Earlier this year, in advance of traveling to California, I had planned to drive a bit of the Pacific Coast Highway again like I did last year. But this spring a mudslide took out significant portions of the scenic roadway near Big Sur, south of the Pfeiffer Canyon Bridge. Not clear when it will be reopened, but the tenuous nature of the roadway underscores that it might not last forever, let alone my lifetime. When it reopens, I hope to drive that stretch at least one more time. Big Sur in particular is a remarkable place, akin somewhat to Glacier National Park that I trained through six years ago:

By now, Big Sur’s severing from the outside world has unnerved even locals who are used to recurring plunges into isolation.

“It’s not a unique situation for us to be shut off,” said Kirk Gafill, the owner of Nepenthe, a cliffside restaurant that’s operated in Big Sur for nearly 70 years.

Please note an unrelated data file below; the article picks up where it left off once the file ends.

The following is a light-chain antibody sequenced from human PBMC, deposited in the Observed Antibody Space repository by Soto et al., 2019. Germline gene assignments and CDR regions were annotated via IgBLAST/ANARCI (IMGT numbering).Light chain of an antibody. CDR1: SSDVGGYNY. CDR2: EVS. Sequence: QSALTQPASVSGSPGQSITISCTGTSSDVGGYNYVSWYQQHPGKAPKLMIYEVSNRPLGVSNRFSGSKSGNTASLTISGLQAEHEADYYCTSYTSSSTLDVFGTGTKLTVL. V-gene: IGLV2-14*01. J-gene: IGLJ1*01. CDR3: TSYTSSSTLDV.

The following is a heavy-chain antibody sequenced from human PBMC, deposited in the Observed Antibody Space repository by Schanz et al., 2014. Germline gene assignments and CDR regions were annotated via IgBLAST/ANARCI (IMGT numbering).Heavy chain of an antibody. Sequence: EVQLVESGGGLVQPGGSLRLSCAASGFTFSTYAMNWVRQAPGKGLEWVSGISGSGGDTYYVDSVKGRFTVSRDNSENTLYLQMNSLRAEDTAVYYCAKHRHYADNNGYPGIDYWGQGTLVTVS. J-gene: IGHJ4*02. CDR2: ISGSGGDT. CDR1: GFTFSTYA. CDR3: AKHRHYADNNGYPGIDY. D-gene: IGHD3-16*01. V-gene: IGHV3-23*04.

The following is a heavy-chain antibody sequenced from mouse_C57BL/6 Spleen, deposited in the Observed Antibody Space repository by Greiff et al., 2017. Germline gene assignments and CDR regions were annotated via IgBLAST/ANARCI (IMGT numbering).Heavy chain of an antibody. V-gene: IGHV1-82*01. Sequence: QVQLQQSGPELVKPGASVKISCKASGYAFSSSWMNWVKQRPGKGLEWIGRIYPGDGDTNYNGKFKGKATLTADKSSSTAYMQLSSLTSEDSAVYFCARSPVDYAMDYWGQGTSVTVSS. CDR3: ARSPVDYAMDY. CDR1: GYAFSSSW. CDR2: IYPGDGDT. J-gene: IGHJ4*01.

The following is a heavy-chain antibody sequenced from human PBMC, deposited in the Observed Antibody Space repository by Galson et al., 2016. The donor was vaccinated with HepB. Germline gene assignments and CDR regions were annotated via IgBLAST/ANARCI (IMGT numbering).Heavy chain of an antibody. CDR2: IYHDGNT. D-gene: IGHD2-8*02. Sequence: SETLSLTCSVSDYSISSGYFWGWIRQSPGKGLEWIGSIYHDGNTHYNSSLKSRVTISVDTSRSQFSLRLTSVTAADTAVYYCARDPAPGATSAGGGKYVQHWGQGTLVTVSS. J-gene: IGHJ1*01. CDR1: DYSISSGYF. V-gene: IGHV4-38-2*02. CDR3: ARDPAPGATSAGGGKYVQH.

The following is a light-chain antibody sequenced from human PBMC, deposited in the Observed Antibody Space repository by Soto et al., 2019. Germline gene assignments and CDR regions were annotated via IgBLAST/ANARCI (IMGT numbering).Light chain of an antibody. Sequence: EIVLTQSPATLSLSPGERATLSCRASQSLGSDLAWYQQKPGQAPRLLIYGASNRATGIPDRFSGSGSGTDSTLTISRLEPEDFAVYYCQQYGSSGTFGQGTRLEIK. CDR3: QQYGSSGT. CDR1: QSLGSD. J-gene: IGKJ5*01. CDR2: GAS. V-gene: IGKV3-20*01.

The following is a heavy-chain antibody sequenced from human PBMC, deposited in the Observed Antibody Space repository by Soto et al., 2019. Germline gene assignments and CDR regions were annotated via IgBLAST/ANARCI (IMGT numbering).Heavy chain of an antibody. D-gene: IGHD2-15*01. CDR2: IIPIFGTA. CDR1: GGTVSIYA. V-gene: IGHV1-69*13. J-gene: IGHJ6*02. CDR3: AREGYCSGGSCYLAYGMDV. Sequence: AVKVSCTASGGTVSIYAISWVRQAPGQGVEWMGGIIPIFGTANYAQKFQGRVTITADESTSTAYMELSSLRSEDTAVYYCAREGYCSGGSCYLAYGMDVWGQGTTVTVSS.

He recalled past mudslides on Highway 1 that had closed the Central Coast hideaway between Carmel and San Simeon for 10 weeks.

“But this one is so different because now we’re in week 20,” he said late last week. “The timeline is just epic.” …

In the meantime, with summer upon us, the few visitors have been seeing a rare crowd-free version of Big Sur.

Anthony Albert, from Oakland, lugged his bike along a half-mile hiking trail that circumvents the downed Pfeiffer Canyon Bridge and cycled all the way to Paul’s Slide and back.

In roughly eight hours of riding, he said, he encountered maybe 10 people.

“It was surreal,” said Mr. Albert, 27. “It felt like I was in the afterlife, like reliving a past experience with nobody around.”